This is the second installment of our two-part blog series on recent wage-related changes to New York state law. In part one, we covered the expanded definition of retaliation under the New York Labor Law. Today, we will discuss a bill that permits employees to place wage liens on their employer’s property. Employees in New … Continue Reading

New York Continues Expansion of Worker Wage Protections (Part 1)

The New York state legislature recently passed two bills providing additional protections to employees asserting unpaid wage claims. These changes are the latest in the state’s overhaul of its employment law landscape this summer. As we discussed in previous posts, New York recently enacted limitations on the use of nondisclosure provisions in settlement and separation agreements, new standards for … Continue Reading

New Jersey increases wage protections and penalties for violations

Acting New Jersey Governor Sheila Oliver recently signed into law bill A-2903/S-1790, which includes sweeping changes to New Jersey civil and criminal provisions related to the payment of wages, including increased penalties and fines. A summary of the key provisions of this law is below. First, the law amends the Wage Payment Law, Equal Pay … Continue Reading

UK government consultation: UK to legislate on use of confidentiality (non-disclosure) agreements in the workplace

At the end of 2018, a report from a committee of the UK parliament called on employers and regulators to take a more proactive role in relation to sexual harassment in the workplace, including in relation to the use of confidentiality (non-disclosure) agreements. In its recent response to that inquiry, the government has set out … Continue Reading

Pennsylvania now permits medical marijuana use for anxiety and Tourette Syndrome

On July 20, 2019, Pennsylvania expanded its list of 17 “serious medical conditions” that qualify for medical marijuana usage under the Pennsylvania Medical Marijuana Act (MMA) to now include anxiety and Tourette Syndrome. Previously, the MMA limited access to designated ailments like cancer, multiple sclerosis, post-traumatic stress disorder and inflammatory bowel disease, and terminal illnesses … Continue Reading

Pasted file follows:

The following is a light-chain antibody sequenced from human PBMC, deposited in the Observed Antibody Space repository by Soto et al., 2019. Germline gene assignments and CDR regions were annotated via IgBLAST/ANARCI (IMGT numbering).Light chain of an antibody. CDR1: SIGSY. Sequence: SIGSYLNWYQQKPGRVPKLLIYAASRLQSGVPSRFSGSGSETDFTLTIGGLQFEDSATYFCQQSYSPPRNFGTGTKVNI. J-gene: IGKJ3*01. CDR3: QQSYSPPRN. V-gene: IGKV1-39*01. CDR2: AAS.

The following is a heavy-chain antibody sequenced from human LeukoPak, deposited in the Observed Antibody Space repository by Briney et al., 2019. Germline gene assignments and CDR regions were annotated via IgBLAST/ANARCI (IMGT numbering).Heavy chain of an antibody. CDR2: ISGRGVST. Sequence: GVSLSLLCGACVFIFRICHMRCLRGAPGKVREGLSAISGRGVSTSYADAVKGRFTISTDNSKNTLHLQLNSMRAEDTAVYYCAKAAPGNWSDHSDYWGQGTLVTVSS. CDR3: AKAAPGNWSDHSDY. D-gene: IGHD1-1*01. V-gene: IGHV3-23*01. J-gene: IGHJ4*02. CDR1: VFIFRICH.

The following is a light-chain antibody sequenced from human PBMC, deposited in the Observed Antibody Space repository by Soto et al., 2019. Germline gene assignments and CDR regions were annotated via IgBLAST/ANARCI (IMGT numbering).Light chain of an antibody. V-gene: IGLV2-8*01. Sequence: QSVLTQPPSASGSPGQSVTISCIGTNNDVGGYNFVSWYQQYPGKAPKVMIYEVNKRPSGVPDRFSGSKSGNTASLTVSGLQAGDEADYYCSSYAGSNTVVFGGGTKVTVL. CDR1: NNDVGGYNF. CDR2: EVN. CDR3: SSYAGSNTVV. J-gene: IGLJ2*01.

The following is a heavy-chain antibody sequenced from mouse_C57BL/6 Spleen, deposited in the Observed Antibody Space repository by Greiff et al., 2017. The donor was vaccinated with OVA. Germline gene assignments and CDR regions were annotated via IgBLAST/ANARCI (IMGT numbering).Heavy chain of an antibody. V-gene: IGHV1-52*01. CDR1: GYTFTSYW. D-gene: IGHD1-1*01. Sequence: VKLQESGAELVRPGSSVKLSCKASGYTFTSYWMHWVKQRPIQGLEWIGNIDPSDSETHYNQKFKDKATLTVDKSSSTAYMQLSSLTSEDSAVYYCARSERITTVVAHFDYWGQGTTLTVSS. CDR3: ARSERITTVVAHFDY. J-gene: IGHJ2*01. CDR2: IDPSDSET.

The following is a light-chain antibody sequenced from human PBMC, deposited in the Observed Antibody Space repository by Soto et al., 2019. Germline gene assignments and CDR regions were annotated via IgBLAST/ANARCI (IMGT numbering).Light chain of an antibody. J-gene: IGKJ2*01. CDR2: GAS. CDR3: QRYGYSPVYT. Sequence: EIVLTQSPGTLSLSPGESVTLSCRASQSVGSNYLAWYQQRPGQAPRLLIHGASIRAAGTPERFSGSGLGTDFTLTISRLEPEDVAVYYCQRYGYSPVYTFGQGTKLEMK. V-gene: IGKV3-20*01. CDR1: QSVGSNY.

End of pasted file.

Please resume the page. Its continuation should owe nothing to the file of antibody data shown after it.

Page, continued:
New York and California ban discrimination against natural hair

On July 3, California became the first state to pass legislation that bans discrimination based on natural hairstyles. Governor Gavin Newsom signed into law the CROWN Act (Create a Respectful and Open Workplace for Natural Hair). The CROWN Act amends the state’s Government Code and Education Code to define “race or ethnicity” as “inclusive of … Continue Reading

Pittsburgh employers: Immediately review your policies concerning the new Paid Sick Days Act

In 2015, the City of Pittsburgh enacted the Paid Sick Days Act (the “Act”), requiring all private employers of full or part-time employees within the City of Pittsburgh to provide paid sick leave benefits as follows: Employers with 15 or more employees must provide workers with up to 40 hours of paid sick time per … Continue Reading

Positive news for employers wishing to enforce post-termination restrictions

In an eagerly awaited decision, the Supreme Court gave its judgment on the meaning of wording commonly used in non-compete post-termination restrictions and the possibility of severing such wording where it would otherwise render such a restriction unenforceable. Background Ms Tillman was the Joint Global Head of Financial Services of executive search and recruitment firm … Continue Reading